STDs are rising. What can providers do?
In 2014, U.S. syphilis rates hit a 20-year high with 19,999 cases reported, a 22.7% increase over the prior year, according to the Centers for Disease Control and Prevention. Syphilis rates in women also increased during that time, sparking a 37% surge in congenital syphilis cases — those passed from mother to infant.
Citing these figures, a federal panel last month reaffirmed its 2004 recommendation that all people living with HIV, men who have sex with men and other individuals at high risk of exposure be screened for sexually transmitted diseases.
“Clinicians play an important role in helping to control the rising rates of syphilis infection and should focus on screening those at increased risk,” Ann E. Kurth, a member of the U.S. Preventive Services Task Force, which issued the government guidelines, said at the time.
Other diseases on the rise
Reported cases of chlamydia and gonorrhea also are on the rise, up 2.8% to 1.4 million and 5.1% to 350,062, respectively, the CDC’s 2014 STD surveillance report shows.
According to Kalorama Information, roughly one in every five dollars earned in infectious disease testing is the result of test for an STD or women’s health test.
But that’s just folks who actually get into a public health clinic or physician’s office for testing. Of the nearly 20 million new STD cases occurring in the U.S. each year, about half go undiagnosed and untreated, according to the National Coalition for STD Directors.
Causes for concern
A big part of the problem is federal funding, says NCSD Executive Director William Smith. Since 2003, Congress has reduced funding levels for the CDC’s Division of STD Prevention (DSTDP) by $21 million — a 40% cut in buying power for the agency and its state, local and territorial grantees, Smith says.
“We are currently experiencing unprecedented STD increases, and the federal investment to respond to these epidemics is woefully inadequate,” says William Smith, executive director of the National Coalition of STD Directors. “The evolving healthcare delivery system, though an important partner, cannot — and is not — able to deal with the scale of this crisis."
So what can providers do to reduce the incidence of STDs?
“Recognizing behaviors and conducting appropriate sexual risk assessment are strategies that can be incorporated into all types of healthcare visits,” says Dr. Eloisa Llata, a DSTDP epidemiologist. “We want doctors to discuss STDs and risk-reduction strategies with their patients, ensure STD testing for at-risk individuals, and adhere to CDC’s treatment guidelines.”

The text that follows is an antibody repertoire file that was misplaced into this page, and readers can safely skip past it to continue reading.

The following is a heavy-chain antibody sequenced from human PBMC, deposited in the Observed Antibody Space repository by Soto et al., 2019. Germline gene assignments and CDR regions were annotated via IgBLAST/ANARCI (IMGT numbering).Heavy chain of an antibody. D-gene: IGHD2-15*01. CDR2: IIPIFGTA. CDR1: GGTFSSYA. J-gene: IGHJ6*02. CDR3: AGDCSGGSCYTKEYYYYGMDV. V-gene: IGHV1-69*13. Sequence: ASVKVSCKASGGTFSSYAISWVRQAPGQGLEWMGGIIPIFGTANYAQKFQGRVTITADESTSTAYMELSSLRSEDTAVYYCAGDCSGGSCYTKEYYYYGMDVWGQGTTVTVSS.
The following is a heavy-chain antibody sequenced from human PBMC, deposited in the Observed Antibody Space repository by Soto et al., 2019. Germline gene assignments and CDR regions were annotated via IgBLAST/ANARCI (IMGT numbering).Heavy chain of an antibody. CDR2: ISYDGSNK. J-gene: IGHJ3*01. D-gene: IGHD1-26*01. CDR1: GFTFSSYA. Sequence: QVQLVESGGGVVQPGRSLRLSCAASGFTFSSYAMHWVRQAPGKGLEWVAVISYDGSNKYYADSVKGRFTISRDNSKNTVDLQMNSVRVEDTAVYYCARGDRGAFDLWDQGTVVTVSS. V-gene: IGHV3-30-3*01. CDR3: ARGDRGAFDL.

Smith agrees, saying too many providers still don’t screen their patients regularly.
Because most STDs are asymptomatic, infected individuals may be infected and not know it, unwittingly transmitting them to their partners in the meantime. Those who suspect have an STD may be reluctant to talk to their doctor because of the stigma attached, and doctors are often reluctant to talk to their patients about their sexual health, so they don’t know and test for risky behaviors.
The NCSD recommends routine STD screening for sexually active patients with more than one partner. It also urges widespread adoption of expedited partner therapy in both heterosexual and single-sex relationships — a strategy advocated by the CDC as well.
According to the agency, studies have shown that patients whose partners received EPT were 29% less likely to be reinfected than those who simply advised their partners to see a doctor — making it an effective and cost-efficient way to reduce the spread of STDs.
“We encourage the medical community to endorse EPT where it’s permissible and provide physicians with guidance on how to implement it,” says Llata.
The payer side of the story
Access is also an issue, experts say. While most health insurers cover routine screening for STDs, those who are an increased risk may not have health coverage or have confidentiality concerns about using the insurance to cover an STD test—particularly young people, who comprised the largest at-risk group.
In its 2014 STD Prevention Resources, the Association of State and Territorial Health Officials calls for officials to identify programs within their agency that have developed third-party billing mechanisms and “ensure those tools and lessons learned are shared with the STD program.” This is particularly important as access to public and private insurance grows, while federal funding declines, the group says.
Some organizations are working to increase STD detection and treatment. The CDC cites STD success stories: A team within the California Department of Public health is working to prevent primary care physicians and public health programs from working in silos, providing PCPs with the latest chlamydia screening guidelines while gleaning valuable information about how to increase screening rates. And the New Hampshire Department of Health is conducting in-person trainings at PCP offices on topics such as integrating HIV screening into routine care and implementing best testing and treatment practices.
Llata says there’s no single answer to why STDs have been on the rise. More widespread implementation of STD screening recommendations and increased screening of nongenital anatomic sites, such as the throat and anus, may be boosting detection of chlamydia and gonorrhea in men, she says. But with the erosion of state and local STD resources, many patients can’t access timely diagnosis and treatment.
“Because STDs are preventable, significant reductions in new infections are not only possible, they are urgently needed.” Llata says. More information is needed to understand what is driving the increases so that interventions can be tailored and targeted to specific at-risk populations, she adds.